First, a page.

A Canadian study, on the other hand, found that some patients experienced more migraines before the onset of the strong Chinook winds, whereas others had more attacks after the winds have subsided. Thus, any rapid changes in pressure can be a trigger for migraine sufferers, with patients exhibiting individual differences.
Rapid changes in temperature, too, can be the reason why some people get a migraine. Others report that hot or cold weather may be a trigger for their attacks. One study, for example, found that more people go to emergency care units with migraine complaints in hot weather than in cold weather.
Still, there are also reported cases of people being sensitive to cold weather, so you will need to determine which temperatures if any, influence your body. Similarly, humidity levels may affect one’s wellbeing as well, with a study showing that hot and humid climates are statistically more likely to cause migraines than cold and dry weather.
Researchers have not been able to understand why hot temperatures, in particular, can cause migraines, but there are a few theories of why that might be the case. According to one of these theories, hot weather is more likely to trigger migraines because of all that sunshine.
This is because bright light is a known trigger for migraines, and so it only makes sense that exposure to more sunlight will cause migraines with people with light sensitivity. Both an Austrian and a Norwegian study found this to be the case, stating that more sun exposure can increase one’s risk of an attack.
How to Prevent Weather-Related Migraine Attacks
Now, the first thing you’ll have to do in order to minimize the weather’s effect on your migraines is to pinpoint your personal triggers. Migraine diaries are a popular way of learning your triggers. If you already know what causes your migraines, these easy lifestyle adjustments might help as well:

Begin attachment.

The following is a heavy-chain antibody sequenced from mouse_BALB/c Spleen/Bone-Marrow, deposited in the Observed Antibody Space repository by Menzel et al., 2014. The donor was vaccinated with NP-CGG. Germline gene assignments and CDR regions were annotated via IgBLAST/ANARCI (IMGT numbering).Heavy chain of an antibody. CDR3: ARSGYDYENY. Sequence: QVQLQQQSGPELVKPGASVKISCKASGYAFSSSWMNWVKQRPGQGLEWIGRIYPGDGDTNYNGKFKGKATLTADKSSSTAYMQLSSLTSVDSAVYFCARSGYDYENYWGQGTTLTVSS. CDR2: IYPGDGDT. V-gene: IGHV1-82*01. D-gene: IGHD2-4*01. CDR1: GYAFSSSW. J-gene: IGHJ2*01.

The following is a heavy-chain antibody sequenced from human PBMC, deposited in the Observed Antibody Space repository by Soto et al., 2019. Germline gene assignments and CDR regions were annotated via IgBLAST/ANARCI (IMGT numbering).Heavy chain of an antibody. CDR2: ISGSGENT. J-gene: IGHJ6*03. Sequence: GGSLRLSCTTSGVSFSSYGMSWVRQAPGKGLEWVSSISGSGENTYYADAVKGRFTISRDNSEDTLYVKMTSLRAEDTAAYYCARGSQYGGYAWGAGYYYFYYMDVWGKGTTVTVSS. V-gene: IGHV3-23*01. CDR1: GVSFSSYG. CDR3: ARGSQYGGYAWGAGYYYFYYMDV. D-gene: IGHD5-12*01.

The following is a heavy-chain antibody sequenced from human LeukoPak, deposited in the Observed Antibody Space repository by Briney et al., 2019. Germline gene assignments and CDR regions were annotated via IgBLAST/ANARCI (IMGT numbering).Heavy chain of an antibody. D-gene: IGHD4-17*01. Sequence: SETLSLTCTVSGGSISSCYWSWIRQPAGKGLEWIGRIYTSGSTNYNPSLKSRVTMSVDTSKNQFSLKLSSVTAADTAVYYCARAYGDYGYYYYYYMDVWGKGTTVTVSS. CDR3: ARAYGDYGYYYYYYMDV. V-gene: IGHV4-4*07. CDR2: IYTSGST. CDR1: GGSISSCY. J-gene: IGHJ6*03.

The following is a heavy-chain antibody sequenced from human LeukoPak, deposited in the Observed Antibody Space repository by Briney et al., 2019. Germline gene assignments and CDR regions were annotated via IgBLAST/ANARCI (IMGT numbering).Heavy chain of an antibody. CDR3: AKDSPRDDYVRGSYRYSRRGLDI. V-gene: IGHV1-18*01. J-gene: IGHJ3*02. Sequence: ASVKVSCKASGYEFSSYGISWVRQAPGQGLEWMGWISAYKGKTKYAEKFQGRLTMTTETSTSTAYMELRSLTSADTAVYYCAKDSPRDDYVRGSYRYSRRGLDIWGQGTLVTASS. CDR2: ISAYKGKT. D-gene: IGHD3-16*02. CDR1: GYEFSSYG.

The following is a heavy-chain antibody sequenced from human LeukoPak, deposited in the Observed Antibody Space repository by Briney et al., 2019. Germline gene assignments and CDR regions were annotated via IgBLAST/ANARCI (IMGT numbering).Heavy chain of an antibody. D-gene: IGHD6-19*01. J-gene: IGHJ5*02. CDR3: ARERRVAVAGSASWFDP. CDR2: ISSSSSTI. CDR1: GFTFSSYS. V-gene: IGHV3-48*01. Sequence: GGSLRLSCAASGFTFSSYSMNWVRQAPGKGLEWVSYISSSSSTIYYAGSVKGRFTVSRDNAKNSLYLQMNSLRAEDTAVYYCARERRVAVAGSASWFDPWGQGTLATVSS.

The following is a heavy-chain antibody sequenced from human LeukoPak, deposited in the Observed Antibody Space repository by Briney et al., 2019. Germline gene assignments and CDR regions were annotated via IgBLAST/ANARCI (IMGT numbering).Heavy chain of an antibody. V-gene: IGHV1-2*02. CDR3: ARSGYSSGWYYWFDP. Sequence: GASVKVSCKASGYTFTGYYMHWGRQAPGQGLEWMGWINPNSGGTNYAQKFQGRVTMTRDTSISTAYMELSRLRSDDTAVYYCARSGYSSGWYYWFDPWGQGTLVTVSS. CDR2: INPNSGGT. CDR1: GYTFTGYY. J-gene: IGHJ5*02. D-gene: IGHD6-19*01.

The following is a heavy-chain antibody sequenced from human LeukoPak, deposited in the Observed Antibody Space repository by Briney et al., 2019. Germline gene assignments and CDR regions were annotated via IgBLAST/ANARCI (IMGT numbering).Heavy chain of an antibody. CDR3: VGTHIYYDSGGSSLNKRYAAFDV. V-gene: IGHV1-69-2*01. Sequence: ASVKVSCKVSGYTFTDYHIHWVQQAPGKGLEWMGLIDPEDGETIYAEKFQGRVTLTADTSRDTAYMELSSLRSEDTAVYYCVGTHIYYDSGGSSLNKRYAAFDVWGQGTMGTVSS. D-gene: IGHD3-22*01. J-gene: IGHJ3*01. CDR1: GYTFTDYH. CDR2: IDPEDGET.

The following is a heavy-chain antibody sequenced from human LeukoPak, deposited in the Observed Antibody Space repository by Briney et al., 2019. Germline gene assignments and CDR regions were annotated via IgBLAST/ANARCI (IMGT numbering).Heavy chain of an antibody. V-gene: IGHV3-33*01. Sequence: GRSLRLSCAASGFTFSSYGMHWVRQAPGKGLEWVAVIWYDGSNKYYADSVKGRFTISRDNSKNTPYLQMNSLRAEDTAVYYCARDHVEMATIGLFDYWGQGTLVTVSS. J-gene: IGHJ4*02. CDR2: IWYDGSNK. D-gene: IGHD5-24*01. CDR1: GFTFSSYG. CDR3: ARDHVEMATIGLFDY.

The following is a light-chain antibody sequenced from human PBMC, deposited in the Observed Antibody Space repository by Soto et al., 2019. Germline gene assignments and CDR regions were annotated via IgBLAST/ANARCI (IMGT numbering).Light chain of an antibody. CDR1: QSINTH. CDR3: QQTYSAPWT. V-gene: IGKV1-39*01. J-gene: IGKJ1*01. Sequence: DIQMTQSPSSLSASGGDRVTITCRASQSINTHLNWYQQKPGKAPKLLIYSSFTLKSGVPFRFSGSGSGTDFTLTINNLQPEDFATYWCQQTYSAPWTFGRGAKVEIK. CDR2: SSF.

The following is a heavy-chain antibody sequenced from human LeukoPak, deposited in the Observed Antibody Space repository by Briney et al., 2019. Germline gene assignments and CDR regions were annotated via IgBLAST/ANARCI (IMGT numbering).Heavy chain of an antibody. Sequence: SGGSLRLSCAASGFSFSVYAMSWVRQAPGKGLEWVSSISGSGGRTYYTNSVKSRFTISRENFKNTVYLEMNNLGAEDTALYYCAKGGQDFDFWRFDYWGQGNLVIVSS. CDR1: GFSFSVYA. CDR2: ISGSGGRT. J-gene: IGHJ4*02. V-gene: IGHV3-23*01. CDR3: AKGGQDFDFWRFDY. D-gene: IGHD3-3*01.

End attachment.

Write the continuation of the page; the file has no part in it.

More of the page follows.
1. Wear sunglasses and a sun hat to protect yourself from excess sunlight, be it on the beach, during a shopping run, or while traveling.
2. If you get more migraines in hot weather, drink plenty of water, as dehydration is a known migraine trigger as well.
3. Stay in climate-controlled environments as much as you can if you’re sensitive to particularly cold or hot weather.
4. If changes in atmospheric pressure are a trigger for you, be prepared and have medication in stock before a storm or any known seasonal meteorological phenomena in your area.
5. If you’re sensitive to weather changes and pressure changes, monitor the weather forecast daily.
6. Avoid exercising outdoors or particularly exhausting activities in the weather conditions that might trigger your migraines.
7. Try to rest and relax as much as you can during high-risk weather conditions.
8. When traveling, try to avoid rapid changes in temperatures, stay indoors for the first day of your trip and rest.
9. And, of course, always have pain relief medication handy, just in case.